Ever since that first trailer dropped back in July, Tom Hooper’s Cats has become the talk of the internet for all the wrong reasons.
Currently bombing at the box office – so far grossing just $36.9 million worldwide – the pic has now actually begun to develop a cult following of sorts, with many labelling it as a Hollywood disaster that has to be seen to be believed. But that isn’t helping it much in a financial sense, as Deadline has crunched the numbers today to reveal that Cats is on track to lose a whopping $71 million for Universal when all is said and done.
That’s an incredible amount of money and even though the studio did have some very big hits this year, you have to imagine that execs aren’t happy about ending 2019 on such a disastrous note. In fact, they’ve even been forced to pull Cats from awards consideration due to how terribly it’s performing.
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Of course, now the big question is how and why the film turned out to be such a colossal misfire, and while you can probably think of at least a few reasons in regards to what went wrong, Deadline perhaps points out the best one. That being that Cats should’ve never been turned into a movie in the first place.
As the outlet writes:
Let’s just say that there was a reason why this unusual, song-driven (not plot-driven) musical based on T.S. Eliot’s 1939 book of poems, Old Possum’s Book of Practical Cats, didn’t make it to the screen sooner. The whole concept of humans-dressed-as-felines and crooning away might seem ripe for live-stage theater crowds, but it’s enough to make critics break out in hives (20% Rotten) and, unfortunately, audiences too.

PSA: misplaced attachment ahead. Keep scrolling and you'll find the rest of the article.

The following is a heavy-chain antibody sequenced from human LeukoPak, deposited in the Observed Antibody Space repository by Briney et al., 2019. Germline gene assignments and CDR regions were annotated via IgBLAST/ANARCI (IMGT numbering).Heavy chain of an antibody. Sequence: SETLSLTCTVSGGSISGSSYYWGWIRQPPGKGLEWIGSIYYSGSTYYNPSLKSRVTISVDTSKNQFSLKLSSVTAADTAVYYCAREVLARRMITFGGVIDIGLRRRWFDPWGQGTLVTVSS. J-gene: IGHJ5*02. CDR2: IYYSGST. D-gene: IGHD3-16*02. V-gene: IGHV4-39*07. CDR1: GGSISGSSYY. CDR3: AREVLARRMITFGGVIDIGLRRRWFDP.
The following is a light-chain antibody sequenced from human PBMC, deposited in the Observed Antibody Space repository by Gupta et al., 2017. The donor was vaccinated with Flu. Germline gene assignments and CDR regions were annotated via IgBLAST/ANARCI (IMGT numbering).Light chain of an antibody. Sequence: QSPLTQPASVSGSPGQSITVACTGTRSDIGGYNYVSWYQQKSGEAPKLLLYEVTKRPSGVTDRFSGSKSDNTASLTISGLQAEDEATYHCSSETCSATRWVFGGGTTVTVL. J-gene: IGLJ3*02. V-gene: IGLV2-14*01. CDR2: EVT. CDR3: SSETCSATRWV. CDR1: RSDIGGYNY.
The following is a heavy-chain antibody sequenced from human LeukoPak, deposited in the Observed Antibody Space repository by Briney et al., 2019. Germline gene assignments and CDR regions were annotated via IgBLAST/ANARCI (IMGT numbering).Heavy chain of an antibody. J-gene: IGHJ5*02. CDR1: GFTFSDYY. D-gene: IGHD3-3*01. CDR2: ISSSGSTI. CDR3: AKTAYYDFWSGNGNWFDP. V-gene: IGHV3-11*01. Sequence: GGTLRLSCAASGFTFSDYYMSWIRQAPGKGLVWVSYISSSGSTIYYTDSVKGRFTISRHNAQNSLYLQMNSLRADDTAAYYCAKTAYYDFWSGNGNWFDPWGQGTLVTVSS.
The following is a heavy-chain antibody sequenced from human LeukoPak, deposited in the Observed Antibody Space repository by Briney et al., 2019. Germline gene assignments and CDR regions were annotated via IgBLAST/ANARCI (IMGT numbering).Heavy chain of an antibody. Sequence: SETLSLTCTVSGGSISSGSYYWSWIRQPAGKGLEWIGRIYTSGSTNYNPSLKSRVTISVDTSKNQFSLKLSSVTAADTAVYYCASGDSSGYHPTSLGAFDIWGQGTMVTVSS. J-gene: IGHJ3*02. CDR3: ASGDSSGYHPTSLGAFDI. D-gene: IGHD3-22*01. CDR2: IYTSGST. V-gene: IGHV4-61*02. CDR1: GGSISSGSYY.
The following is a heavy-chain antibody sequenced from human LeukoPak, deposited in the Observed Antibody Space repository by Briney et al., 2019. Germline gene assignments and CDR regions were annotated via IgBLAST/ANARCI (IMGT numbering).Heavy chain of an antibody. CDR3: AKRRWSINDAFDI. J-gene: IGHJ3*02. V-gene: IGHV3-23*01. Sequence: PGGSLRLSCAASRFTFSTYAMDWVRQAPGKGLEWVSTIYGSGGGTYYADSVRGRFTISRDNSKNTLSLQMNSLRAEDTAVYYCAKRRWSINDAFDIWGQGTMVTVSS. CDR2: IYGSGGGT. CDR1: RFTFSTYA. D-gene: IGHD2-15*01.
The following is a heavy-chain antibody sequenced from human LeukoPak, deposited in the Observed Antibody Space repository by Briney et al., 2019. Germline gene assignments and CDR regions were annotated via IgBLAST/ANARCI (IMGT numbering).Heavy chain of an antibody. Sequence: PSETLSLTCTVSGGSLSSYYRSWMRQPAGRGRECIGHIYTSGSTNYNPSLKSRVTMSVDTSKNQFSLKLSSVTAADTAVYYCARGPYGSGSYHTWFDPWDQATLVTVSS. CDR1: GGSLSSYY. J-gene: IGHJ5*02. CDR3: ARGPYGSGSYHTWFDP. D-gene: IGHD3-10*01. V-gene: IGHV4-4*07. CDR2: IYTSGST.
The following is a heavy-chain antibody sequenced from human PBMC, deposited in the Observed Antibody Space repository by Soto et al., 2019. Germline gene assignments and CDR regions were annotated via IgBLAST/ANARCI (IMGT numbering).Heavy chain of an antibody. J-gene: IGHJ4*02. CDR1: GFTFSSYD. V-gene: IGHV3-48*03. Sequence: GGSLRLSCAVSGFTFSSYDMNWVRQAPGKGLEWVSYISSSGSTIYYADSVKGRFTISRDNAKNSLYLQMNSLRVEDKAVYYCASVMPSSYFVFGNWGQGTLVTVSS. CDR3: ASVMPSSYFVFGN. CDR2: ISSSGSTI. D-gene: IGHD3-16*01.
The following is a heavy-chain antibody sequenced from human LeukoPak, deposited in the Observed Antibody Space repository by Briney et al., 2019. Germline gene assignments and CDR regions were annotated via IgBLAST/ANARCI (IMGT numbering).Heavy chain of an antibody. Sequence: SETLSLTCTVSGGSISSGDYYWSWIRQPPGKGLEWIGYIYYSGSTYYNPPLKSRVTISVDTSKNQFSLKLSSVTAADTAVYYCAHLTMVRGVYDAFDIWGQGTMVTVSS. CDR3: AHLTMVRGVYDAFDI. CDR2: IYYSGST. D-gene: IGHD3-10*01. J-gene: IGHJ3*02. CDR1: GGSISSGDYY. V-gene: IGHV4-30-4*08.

Indeed, and as Deadline also notes, “the uncanny valley of cat hair on people just freaked too many out,” which is certainly true as well. You could also blame the competition from The Rise of Skywalker and the fact that the film was initially sent to theaters with unfinished effects. But no matter which way you look at it, Cats will now go down as one of the biggest disasters in cinema history and may have studios thinking twice about which musicals they decide to adapt and which ones should stay on the stage.